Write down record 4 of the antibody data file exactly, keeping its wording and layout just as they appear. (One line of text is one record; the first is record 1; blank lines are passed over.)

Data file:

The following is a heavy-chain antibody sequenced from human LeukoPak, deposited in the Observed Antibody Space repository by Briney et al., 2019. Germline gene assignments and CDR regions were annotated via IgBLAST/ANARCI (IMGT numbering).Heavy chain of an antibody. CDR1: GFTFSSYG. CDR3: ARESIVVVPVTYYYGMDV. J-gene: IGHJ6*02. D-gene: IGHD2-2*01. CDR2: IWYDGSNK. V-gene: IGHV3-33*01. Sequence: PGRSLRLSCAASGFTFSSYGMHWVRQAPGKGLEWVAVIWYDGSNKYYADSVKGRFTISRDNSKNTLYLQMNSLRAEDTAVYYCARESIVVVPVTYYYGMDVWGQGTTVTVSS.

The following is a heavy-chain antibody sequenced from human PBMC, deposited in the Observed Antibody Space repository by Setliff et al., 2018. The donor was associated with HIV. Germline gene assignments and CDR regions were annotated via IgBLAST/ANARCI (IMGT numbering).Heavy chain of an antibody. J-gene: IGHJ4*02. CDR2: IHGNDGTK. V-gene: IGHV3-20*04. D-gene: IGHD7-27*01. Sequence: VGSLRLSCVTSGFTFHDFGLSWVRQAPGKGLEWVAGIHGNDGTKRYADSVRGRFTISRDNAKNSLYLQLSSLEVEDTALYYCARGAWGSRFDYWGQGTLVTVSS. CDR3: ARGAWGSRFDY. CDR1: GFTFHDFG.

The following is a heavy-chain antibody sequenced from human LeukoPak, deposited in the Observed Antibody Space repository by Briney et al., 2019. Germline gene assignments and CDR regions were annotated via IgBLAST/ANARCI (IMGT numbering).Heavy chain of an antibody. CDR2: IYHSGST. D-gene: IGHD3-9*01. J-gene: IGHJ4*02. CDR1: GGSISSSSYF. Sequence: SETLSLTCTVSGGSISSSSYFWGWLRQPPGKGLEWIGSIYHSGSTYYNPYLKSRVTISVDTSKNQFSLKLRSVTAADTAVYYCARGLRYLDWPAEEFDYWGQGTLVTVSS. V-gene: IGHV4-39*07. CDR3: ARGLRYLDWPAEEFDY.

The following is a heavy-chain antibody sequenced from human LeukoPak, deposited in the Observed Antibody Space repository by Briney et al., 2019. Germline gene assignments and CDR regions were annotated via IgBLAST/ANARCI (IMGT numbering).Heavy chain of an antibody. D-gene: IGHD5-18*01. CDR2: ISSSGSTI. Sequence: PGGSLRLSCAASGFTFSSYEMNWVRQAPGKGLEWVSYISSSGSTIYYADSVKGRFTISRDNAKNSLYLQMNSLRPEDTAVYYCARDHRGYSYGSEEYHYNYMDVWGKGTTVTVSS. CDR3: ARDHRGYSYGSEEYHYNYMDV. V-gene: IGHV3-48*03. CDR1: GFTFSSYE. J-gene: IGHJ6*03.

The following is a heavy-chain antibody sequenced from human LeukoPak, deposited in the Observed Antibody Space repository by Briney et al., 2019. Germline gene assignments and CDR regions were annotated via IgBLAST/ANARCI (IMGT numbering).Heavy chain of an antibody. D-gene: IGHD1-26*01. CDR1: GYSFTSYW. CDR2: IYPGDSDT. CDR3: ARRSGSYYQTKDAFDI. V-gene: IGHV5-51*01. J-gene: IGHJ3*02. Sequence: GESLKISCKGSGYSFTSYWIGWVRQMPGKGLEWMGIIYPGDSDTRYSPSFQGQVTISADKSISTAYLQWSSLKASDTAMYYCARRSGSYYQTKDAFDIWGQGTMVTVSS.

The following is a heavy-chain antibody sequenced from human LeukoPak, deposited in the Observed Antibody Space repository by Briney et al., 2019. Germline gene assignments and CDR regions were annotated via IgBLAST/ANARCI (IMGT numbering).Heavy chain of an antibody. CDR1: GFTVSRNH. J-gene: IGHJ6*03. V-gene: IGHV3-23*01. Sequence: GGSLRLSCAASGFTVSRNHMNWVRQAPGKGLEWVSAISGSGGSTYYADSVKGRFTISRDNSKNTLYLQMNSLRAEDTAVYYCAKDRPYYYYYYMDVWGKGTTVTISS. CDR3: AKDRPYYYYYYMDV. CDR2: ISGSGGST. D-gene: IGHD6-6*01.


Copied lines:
The following is a heavy-chain antibody sequenced from human LeukoPak, deposited in the Observed Antibody Space repository by Briney et al., 2019. Germline gene assignments and CDR regions were annotated via IgBLAST/ANARCI (IMGT numbering).Heavy chain of an antibody. D-gene: IGHD5-18*01. CDR2: ISSSGSTI. Sequence: PGGSLRLSCAASGFTFSSYEMNWVRQAPGKGLEWVSYISSSGSTIYYADSVKGRFTISRDNAKNSLYLQMNSLRPEDTAVYYCARDHRGYSYGSEEYHYNYMDVWGKGTTVTVSS. CDR3: ARDHRGYSYGSEEYHYNYMDV. V-gene: IGHV3-48*03. CDR1: GFTFSSYE. J-gene: IGHJ6*03.